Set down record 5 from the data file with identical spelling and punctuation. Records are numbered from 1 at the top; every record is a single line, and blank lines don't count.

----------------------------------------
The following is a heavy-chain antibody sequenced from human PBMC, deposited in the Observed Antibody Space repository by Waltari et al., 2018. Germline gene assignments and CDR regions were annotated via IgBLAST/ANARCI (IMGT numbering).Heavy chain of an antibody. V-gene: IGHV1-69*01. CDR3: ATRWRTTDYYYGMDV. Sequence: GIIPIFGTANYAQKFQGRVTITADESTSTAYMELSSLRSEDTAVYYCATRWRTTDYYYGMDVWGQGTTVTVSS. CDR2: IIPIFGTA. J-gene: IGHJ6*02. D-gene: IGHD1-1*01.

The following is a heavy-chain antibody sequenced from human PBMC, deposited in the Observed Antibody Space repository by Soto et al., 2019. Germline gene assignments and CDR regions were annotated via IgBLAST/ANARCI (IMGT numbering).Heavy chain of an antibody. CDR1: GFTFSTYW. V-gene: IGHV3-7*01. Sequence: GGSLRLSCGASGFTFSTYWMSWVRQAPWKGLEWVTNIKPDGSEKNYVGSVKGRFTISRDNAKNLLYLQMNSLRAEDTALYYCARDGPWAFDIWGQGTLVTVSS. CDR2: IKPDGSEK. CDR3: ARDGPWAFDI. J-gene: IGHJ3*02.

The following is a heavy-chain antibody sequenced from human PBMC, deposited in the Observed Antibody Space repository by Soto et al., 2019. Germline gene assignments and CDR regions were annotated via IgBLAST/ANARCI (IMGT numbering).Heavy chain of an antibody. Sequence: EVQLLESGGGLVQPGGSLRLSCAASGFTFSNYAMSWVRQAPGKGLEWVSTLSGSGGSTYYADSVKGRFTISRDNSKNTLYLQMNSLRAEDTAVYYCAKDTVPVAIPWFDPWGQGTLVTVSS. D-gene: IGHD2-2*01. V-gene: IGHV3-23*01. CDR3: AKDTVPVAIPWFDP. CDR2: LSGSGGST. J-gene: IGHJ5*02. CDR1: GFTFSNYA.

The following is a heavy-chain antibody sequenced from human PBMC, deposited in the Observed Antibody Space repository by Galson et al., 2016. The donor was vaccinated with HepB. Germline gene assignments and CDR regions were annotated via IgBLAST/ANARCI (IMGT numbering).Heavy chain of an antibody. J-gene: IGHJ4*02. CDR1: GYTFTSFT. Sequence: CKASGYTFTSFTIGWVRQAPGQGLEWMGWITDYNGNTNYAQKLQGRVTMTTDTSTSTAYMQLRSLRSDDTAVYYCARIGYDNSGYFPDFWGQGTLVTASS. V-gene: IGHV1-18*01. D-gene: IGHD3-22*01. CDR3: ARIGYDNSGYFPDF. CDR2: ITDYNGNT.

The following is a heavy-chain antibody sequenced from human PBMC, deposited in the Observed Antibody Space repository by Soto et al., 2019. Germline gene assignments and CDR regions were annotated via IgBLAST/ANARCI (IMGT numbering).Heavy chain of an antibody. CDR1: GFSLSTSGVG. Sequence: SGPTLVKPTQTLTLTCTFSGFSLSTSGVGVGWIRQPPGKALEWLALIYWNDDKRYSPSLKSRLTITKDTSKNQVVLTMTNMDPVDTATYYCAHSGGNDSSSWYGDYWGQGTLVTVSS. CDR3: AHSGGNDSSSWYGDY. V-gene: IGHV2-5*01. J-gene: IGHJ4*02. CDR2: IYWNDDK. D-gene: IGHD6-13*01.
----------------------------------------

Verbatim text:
The following is a heavy-chain antibody sequenced from human PBMC, deposited in the Observed Antibody Space repository by Soto et al., 2019. Germline gene assignments and CDR regions were annotated via IgBLAST/ANARCI (IMGT numbering).Heavy chain of an antibody. CDR1: GFSLSTSGVG. Sequence: SGPTLVKPTQTLTLTCTFSGFSLSTSGVGVGWIRQPPGKALEWLALIYWNDDKRYSPSLKSRLTITKDTSKNQVVLTMTNMDPVDTATYYCAHSGGNDSSSWYGDYWGQGTLVTVSS. CDR3: AHSGGNDSSSWYGDY. V-gene: IGHV2-5*01. J-gene: IGHJ4*02. CDR2: IYWNDDK. D-gene: IGHD6-13*01.